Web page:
Playford H.Y.,University of Warwick |
Playford H.Y.,Rutherford Appleton Laboratory |
Hannon A.C.,Rutherford Appleton Laboratory |
Tucker M.G.,Rutherford Appleton Laboratory |
And 5 more authors.
Journal of Physical Chemistry C | Year: 2014
Solvothermal oxidation of metallic gallium in monoethanolamine for 72 h at 240 °C yields a crystalline sample of γ-Ga2O3 (∼30 nm crystallites). While Rietveld refinement (cubic spinel structure, Fd3̄m; a = 8.23760(9) Å) reveals that Ga occupies two pairs of octahedral and tetrahedral sites (ideal spinel and nonspinel), it provides no information about their local distribution, which cannot be statistical owing to the short Ga-Ga contacts produced if neighboring ideal spinel and nonspinel sites are simultaneously occupied. To create an atomistic model to reconcile this situation, a 6 × 6 × 6 supercell of the crystal structure is constructed and refined against neutron total scattering data using a reverse Monte Carlo (RMC) approach. This accounts well for the local as well as long-range structure and reveals significant local distortion in the octahedral sites that resembles the structure of thermodynamically stable β-Ga 2O3. 71Ga solid-state NMR results reveal a octahedral:tetrahedral Ga ratio that is consistent with the model obtained from RMC. Nanocrystalline samples of γ-Ga2O3 are produced by either a short solvothermal reaction (240 °C for 11 h in diethanolamine; ∼15 nm crystallites) or by precipitation from an ethanolic solution of gallium nitrate (∼5 nm crystallites). For these samples, the Bragg scattering profile is broadened by their smaller crystallite size, consistent with transmission electron microscopy results, and analysis of the relative Bragg peak intensities provides evidence that a greater proportion of tetrahedral versus octahedral sites are filled. In contrast, neutron total scattering shows the same average Ga-O distance with decreasing particle size, consistent with 71Ga solid-state NMR results that indicate that all samples contain the same overall proportion of octahedral:tetrahedral Ga. It is postulated that increased occupation of tetrahedral sites within the smaller crystallites is balanced by an increased proportion of octahedral surface Ga sites, owing to termination by bound solvent or hydroxide. © 2014 American Chemical Society.
Ashbrook S.E.,St Andrews Center for Magnetic Resonance |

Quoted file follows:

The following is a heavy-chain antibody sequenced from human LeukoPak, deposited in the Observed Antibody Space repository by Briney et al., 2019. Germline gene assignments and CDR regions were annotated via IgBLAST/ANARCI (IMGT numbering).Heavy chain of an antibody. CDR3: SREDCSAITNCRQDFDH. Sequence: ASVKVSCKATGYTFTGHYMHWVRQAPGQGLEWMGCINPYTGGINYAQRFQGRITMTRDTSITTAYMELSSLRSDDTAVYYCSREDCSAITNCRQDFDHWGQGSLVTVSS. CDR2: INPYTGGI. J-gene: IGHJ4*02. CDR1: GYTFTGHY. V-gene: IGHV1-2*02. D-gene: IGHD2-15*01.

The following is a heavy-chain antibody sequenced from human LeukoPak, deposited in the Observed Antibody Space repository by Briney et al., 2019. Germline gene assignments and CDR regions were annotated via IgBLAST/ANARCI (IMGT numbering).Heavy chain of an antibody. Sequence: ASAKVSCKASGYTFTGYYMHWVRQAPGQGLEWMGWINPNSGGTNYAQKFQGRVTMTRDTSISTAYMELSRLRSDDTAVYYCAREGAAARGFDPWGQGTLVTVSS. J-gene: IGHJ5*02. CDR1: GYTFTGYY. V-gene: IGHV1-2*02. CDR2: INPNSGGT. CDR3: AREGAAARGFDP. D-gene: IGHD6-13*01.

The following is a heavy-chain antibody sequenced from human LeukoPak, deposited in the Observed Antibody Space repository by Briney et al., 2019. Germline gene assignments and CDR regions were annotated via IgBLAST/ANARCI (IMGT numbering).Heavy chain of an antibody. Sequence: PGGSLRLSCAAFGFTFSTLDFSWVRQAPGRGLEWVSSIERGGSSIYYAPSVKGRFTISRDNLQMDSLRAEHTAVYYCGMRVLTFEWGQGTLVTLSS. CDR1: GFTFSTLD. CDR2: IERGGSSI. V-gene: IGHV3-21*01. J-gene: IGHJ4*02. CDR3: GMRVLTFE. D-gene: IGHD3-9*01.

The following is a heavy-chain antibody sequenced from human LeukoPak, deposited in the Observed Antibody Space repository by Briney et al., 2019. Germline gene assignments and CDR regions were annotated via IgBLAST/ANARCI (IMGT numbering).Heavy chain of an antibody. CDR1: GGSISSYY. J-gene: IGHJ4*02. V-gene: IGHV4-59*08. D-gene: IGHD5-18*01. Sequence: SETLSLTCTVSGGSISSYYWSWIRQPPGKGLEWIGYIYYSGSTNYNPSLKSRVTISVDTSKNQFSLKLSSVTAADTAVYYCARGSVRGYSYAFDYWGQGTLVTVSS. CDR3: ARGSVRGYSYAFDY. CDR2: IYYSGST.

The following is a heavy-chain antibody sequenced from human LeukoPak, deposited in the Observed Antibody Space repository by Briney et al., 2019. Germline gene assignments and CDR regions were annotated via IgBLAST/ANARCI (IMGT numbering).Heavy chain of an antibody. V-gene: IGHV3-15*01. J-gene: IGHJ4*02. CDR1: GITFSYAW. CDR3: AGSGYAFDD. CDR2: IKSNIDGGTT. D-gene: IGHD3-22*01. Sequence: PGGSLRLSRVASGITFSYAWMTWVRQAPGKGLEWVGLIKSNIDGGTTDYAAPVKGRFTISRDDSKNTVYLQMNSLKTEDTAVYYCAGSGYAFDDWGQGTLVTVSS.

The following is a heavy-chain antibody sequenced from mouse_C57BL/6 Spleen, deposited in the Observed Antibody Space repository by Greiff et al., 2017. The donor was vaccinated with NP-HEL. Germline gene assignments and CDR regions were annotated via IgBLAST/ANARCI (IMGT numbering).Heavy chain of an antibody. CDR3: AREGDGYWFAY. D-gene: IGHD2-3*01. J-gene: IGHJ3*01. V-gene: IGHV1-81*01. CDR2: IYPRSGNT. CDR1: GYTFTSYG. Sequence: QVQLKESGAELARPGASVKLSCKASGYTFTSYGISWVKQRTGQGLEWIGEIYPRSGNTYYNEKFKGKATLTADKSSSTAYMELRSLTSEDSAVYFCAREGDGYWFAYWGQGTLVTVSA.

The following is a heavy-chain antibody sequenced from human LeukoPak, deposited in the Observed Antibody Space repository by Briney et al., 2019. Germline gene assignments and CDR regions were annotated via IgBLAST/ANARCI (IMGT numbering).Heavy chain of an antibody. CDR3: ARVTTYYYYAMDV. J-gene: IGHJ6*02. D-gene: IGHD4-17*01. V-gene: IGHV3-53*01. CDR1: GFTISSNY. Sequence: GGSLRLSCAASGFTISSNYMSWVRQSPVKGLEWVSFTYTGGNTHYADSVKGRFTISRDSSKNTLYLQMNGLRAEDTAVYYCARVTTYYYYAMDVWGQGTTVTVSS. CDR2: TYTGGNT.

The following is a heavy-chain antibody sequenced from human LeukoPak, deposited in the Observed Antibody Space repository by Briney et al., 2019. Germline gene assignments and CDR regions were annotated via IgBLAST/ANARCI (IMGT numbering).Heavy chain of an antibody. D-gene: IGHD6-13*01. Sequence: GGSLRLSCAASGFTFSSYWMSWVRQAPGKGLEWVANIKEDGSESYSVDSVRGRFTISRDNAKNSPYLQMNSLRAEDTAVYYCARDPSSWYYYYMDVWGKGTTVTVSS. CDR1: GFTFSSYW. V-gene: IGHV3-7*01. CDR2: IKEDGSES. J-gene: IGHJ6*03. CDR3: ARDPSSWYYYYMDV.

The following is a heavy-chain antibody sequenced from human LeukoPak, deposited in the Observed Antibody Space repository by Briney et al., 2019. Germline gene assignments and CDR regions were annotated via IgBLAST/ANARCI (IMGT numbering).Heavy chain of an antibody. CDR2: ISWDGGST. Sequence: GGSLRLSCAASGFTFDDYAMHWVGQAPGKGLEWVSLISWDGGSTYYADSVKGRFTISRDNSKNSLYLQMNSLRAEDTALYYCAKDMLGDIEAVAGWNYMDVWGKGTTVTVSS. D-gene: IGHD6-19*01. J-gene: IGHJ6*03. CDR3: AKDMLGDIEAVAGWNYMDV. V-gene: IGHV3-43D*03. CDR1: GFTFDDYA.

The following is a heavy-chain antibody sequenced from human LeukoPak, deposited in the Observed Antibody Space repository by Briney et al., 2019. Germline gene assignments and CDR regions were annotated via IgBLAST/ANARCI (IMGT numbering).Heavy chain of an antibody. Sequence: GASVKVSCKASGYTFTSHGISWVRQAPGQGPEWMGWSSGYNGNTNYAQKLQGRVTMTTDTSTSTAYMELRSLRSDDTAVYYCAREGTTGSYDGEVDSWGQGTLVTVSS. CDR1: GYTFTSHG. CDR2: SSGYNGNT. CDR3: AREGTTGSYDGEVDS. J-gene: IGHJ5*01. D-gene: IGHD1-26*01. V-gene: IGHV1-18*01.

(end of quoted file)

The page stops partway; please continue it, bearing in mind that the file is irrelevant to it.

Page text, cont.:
Dawson D.M.,St Andrews Center for Magnetic Resonance |
Seymour V.R.,St Andrews Center for Magnetic Resonance
Physical Chemistry Chemical Physics | Year: 2014
Microporous materials, having pores and channels on the same size scale as small to medium molecules, have found many important applications in current technologies, including catalysis, gas separation and drug storage and delivery. Many of their properties and functions are related to their detailed local structure, such as the type and distribution of active sites within the pores, and the specific structures of these active sites. Solid-state NMR spectroscopy has a strong track record of providing the requisite detailed atomic-level insight into the structures of microporous materials, in addition to being able to probe dynamic processes occurring on timescales spanning many orders of magnitude (i.e., from s to ps). In this Perspective, we provide a brief review of some of the basic experimental approaches used in solid-state NMR spectroscopy of microporous materials, and then discuss some more recent advances in this field, particularly those applied to the study of crystalline materials such as zeolites and metal-organic frameworks. These advances include improved software for aiding spectral interpretation, the development of the NMR-crystallography approach to structure determination, new routes for the synthesis of isotopically-labelled materials, methods for the characterisation of host-guest interactions, and methodologies suitable for observing NMR spectra of paramagnetic microporous materials. Finally, we discuss possible future directions, which we believe will have the greatest impact on the field over the coming years. © 2014 the Owner Societies.